Defining Cell Phone Addiction
As a relatively new target of addiction, smartphone use does not easily fit into the standard classifications of impulse disorders provided by the Diagnostic and Statistical Manual of Mental Disorders, Fifth Edition (DSM-5), which does separate behavioral addictions from substance addictions. Behavioral excesses related to video games, exercise, food, shopping, work, and the Internet in general (and online sex and gambling in particular) have all shown indications of addictive behavior, but only online gambling has been classified as such by the DSM-5.
Smartphone Addiction Profile
Overlaps between smartphone overuse and internet addiction (a well-studied phenomenon) are commonly observed, although a recent review by De-Sola Gutierrez, et al 9 suggested prominent features that clearly distinguish the two. The investigators determined that smartphone addiction and internet addictions had different user profiles and motives; smartphone abusers tend to be young and female and seeking social gratification, while internet-addicted individuals are more likely to be male and socially introverted. The review suggested that young women are neurotically drawn to messaging and social networks available on smartphones.
The Gutierrez evaluation pointed to a known vulnerability to many forms of addiction, and most prominently to behavioral addictions, in people with low self-esteem who demonstrate conflict-avoidance tendencies, impulsivity, sensation seeking, low tolerance to physical or psychological pain, and a greater tendency toward depression or dysphoria.21
Diagnostic Criteria for Smartphone Addiction
Recent work by Lin, et al 22 identified 6 behavioral criteria that had the highest diagnostic accuracy for the diagnosis of smartphone addiction:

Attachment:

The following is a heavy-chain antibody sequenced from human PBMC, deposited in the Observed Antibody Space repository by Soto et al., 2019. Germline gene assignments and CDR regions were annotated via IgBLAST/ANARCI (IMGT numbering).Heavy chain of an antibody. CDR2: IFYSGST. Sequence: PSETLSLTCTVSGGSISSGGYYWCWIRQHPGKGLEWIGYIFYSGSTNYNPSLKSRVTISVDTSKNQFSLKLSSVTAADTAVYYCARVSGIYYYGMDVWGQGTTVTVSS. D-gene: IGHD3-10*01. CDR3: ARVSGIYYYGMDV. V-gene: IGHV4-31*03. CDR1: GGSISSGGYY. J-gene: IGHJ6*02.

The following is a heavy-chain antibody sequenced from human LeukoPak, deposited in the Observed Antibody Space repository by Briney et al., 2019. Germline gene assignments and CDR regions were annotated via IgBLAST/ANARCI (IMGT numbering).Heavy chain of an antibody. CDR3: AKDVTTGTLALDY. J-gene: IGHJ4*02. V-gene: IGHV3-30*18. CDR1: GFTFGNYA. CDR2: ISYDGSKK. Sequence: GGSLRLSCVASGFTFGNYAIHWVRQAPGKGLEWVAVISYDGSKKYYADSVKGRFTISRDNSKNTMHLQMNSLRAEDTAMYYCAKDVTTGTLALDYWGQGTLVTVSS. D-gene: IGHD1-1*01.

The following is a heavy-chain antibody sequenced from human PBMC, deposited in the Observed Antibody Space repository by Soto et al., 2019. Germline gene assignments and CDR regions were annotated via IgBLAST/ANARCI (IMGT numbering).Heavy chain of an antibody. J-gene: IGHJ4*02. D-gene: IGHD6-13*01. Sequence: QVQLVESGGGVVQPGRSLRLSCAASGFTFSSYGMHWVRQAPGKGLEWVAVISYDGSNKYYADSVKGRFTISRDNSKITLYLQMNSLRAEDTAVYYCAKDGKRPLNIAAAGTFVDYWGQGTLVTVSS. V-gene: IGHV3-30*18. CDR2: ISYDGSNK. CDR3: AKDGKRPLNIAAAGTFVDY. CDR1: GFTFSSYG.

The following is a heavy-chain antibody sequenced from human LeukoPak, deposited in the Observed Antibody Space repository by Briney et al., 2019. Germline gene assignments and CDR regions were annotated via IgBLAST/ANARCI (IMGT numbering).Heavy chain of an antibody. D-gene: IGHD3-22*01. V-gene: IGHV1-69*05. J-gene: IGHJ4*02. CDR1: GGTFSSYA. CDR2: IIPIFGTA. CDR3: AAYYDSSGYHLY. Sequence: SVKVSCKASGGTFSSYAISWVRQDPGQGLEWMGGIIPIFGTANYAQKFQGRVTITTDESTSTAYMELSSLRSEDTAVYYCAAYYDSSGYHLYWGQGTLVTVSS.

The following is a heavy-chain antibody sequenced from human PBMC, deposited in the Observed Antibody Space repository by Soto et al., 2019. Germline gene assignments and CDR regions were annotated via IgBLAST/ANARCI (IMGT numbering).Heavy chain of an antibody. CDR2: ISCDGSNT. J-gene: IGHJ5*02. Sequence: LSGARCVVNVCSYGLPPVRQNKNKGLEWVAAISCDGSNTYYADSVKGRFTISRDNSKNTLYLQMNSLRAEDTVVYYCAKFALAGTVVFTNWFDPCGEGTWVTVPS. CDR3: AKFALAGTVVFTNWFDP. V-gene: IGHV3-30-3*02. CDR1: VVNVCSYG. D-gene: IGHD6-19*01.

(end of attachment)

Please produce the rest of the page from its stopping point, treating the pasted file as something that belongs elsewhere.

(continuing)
- Continued inability to resist the impulse to use the smartphone
- Symptoms of dysphoria, anxiety, or irritability after a period of withdrawal from use
- Using the smartphone for a period longer than intended
- Persistent desire and/or unsuccessful attempts to quit or reduce smartphone use
- Heightened attention to using or quitting smartphone use
- Persistent smartphone use despite recurrent physical or psychological consequences
In addition, they identified 4 functional criteria:
- Excessive use resulting in persistent or recurrent physical or psychological problems
- Use in a physically hazardous situations (such as while driving or crossing the street) or situations that have other negative impacts on daily life
- Use that impairs social relationships or performance at school or work
- Use that is very time-consuming or causes significant distress
Diagnosis rests upon the presence of 3 or more main criteria plus 2 or more functional criteria, and in which addictive behavior is not associated with obsessive-compulsive disorder or bipolar disorder.
An alternative or adjunctive tool, the Mobile Phone Addiction Craving Scale (MPACS) was developed by De Sola, et al10 in 2017 consisting of 8 Likert-style questions and designed to help a smartphone user self-evaluate the degree of anxiety or restlessness felt by the lack of availability of their smartphone.
Smartphone addiction is increasingly recognized as a type of behavioral addiction, although it is not yet recognized as such by the DSM-5.The profile of smartphone abuse indicates a pattern that is most prevalent in young females who may have low self-esteem and demonstrate an excessive need for social networking.
Recent research has identified criteria that help establish a diagnosis of smartphone addiction. It is also recommended that clinicians screen for smartphone addiction using the same criteria to identify adolescent patients at risk.
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This article originally appeared on Psychiatry Advisor